Biodegradable and Non-Biodegradable Waste: Meaning and Differences



We produce different kinds of waste daily that can be mainly divided into two categories – biodegradable and non-degradable wastes. It is essential to know what biodegradable and non-degradable wastes are, as waste we produce directly impacts the environment.

Knowing how to identify them is healthy for the environment as one (biodegradable waste) is profitable and the other (non-biodegradable waste) is harmful.

This article will cover: what are biodegradable and non-degradable wastes, how to identify them, the harmful effects of these wastes and the significant differences between them in detail.

Biodegradable Waste

Biodegradable waste is the kind of waste that can be decomposed into simple organic molecules like water, carbon dioxide, methane, or various chemicals. The stimulation of decomposition occurs by the microorganisms acting on the waste by initiating various processes like composition, anaerobic and aerobic digestion.

In other words, biodegradable waste can be broken down with the help of natural agents like microorganisms, water, sunlight, ozone and more. Upon decomposition and degrading of the waste naturally, the waste turns into organic manure.

Biodegradable waste is not harmful to the environment. This kind of waste transforms into simpler forms that are non-toxic and contain only natural elements—for example, fruits, flowers, plants, vegetables, animals, water, paper, etc.

Biodegradable materials

Biodegradable materials are quite easy to handle. They decompose easily through natural processes like the action of fungi, bacteria and other living organisms.

The use of biodegradable materials is encouraged throughout the communities because the waste produced by biodegradable materials is profitable to the health of the environment.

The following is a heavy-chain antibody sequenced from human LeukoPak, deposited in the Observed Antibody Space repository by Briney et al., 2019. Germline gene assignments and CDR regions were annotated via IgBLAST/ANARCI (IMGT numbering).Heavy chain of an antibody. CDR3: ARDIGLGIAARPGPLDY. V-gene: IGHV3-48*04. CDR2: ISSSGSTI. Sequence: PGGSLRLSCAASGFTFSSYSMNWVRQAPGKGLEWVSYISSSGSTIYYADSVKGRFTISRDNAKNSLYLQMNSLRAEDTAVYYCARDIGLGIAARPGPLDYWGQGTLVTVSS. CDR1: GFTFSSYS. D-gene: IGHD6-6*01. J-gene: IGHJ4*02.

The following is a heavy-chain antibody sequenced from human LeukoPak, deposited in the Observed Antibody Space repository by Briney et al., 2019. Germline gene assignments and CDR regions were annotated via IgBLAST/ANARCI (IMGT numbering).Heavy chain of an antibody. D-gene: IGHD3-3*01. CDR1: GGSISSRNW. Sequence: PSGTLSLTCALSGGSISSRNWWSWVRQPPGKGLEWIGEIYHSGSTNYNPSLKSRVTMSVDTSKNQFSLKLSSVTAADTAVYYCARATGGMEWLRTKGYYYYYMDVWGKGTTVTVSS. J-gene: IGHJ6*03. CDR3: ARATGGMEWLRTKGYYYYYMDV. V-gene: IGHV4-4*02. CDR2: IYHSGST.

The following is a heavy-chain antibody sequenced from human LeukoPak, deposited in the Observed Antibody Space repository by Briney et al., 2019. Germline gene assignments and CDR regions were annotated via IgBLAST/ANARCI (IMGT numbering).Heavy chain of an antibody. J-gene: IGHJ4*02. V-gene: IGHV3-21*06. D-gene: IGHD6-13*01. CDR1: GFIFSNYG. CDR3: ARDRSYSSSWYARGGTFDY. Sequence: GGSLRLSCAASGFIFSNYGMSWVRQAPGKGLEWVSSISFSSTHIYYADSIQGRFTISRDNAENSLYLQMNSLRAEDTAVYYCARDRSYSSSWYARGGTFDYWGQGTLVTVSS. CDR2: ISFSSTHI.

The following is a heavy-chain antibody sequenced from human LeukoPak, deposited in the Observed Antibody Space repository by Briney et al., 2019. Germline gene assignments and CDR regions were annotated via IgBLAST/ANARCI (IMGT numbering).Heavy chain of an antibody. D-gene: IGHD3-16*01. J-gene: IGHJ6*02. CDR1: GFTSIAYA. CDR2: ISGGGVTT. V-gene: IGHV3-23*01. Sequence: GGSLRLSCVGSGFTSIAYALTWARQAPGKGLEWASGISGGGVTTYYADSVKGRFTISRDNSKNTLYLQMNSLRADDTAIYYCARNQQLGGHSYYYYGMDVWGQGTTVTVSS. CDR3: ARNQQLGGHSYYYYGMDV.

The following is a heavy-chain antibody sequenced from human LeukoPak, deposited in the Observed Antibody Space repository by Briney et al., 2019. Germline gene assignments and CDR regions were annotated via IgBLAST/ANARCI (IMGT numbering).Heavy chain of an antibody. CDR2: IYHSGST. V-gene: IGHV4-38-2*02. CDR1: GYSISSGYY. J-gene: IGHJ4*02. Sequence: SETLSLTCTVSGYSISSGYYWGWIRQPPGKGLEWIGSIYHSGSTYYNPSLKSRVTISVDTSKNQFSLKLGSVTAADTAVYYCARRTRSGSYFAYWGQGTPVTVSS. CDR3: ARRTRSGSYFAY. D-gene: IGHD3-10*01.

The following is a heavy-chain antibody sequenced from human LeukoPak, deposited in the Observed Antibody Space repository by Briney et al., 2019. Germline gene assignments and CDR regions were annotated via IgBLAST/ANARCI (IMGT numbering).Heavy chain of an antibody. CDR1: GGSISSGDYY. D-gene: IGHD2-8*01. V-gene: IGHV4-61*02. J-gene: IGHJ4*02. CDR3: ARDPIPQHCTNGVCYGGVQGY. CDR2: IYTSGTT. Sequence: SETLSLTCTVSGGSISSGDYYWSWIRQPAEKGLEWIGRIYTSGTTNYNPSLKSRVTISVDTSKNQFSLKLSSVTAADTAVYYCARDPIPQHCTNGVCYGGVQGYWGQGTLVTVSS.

Biodegradable materials can be composted and then further utilised as organic manure; the organic-rich material formed after composting is called humus. A few examples of biodegradable materials are listed below:

  • Paper and food waste.
  • Sewage sludge.
  • Human waste.
  • Hospital waste.
  • Food waste
  • Dead animals and plants.
  • Slaughterhouse waste


Decomposition is the process when microorganisms or bacteria consume biodegradable materials. This material is put into the pit to stimulate the process of decomposition.

Two important factors that play an important role in decomposition are the temperature at which the material is being decomposed and the amount of sunlight it is receiving.

Microorganisms ignore synthetic fibres because they do not decompose and are known as non-biodegradable waste. Synthetic fibres take at least a decade to decompose and, therefore, remain in the environment.

Synthetic fibres are toxic materials that directly impact water and soil and remain for many years in the environment. If the process of decomposition does not take place, the outcome could be so hazardous to the environment.

The table below describes the duration some mostly used products take to decompose:

Cotton rags1-5 months
Paper2-5 months
Rope3-14 months
Orange peels6 months
Wool socks1 to 5 years
Leather shoes25 to 40 years
Plastic coated milk cartons5 years
Cigarette butts1 to 12 years
Nylon fabric30 to 40 years
6-pack holder rings (plastic)450 years
Glass bottle1 million years
Plastic bottlesForever

Harmful effects of Biodegradable Waste